updated on 29 July 2014
I've managed to get some training contract interviews. What should I wear?
Like it or not, when you join the legal profession, you join a world that requires a certain conservatism and level of conformity. When a solicitor or barrister is in court or interacting with business clients, he/she will most likely be wearing a suit. As a result, when you go for interview, you should dress as you would expect to be dressed if you were to get the job.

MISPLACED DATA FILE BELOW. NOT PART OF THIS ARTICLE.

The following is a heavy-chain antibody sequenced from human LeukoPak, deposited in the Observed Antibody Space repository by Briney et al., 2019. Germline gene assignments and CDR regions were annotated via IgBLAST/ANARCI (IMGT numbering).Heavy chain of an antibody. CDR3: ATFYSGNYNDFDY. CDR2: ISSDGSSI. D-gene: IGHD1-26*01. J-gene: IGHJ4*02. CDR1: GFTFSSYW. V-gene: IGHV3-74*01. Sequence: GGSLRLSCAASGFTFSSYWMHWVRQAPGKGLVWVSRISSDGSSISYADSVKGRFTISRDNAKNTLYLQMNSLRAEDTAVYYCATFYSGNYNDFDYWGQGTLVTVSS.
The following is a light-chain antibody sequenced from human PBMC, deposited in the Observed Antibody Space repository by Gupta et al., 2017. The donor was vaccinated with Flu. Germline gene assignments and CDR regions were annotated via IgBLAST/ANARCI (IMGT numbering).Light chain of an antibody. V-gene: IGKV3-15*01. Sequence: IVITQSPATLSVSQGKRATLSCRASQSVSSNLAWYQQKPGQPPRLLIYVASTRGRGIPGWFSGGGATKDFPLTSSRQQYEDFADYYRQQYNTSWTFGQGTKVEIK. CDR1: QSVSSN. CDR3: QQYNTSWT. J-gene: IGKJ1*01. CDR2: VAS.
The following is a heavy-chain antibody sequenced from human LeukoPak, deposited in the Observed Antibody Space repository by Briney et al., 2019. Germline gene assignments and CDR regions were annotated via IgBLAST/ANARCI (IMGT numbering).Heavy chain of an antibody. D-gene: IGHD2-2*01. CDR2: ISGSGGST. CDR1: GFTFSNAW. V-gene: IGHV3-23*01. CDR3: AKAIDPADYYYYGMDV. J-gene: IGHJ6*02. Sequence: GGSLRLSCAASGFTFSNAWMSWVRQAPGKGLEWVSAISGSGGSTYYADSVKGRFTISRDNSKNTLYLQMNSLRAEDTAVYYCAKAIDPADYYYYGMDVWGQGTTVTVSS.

Emma Young, senior HR manager, graduate recruitment and development manager at Ashurst, says of some of the interviewees she has met: "Some people get the dress code completely wrong, normally by not being smart enough, which creates a poor impression from the moment we meet. City lawyers are business people and their clients expect them to look the part. Part of the job is projecting the image of a trusted advisor; not in a stuffy, Dickensian, bowler hat kind of way, but clients expect to see someone credible. Looking professional does not simply mean investing in a decent suit - although this is certainly the first step. You have to think about your overall presentation. That means arriving clean shaven (where applicable), with clean, neat hair and not being covered in crumbs or looking like you've been up all night. Female candidates often ask whether it matters whether they wear skirt or trouser suits or high or low heels. Either is fine - overall smartness is the key and being comfortable will help you feel confident. If all this fills you with dread, remember that being presentable doesn't necessarily mean being conservative; you can bring in elements of your own individual style, but play it safe if you're in any doubt."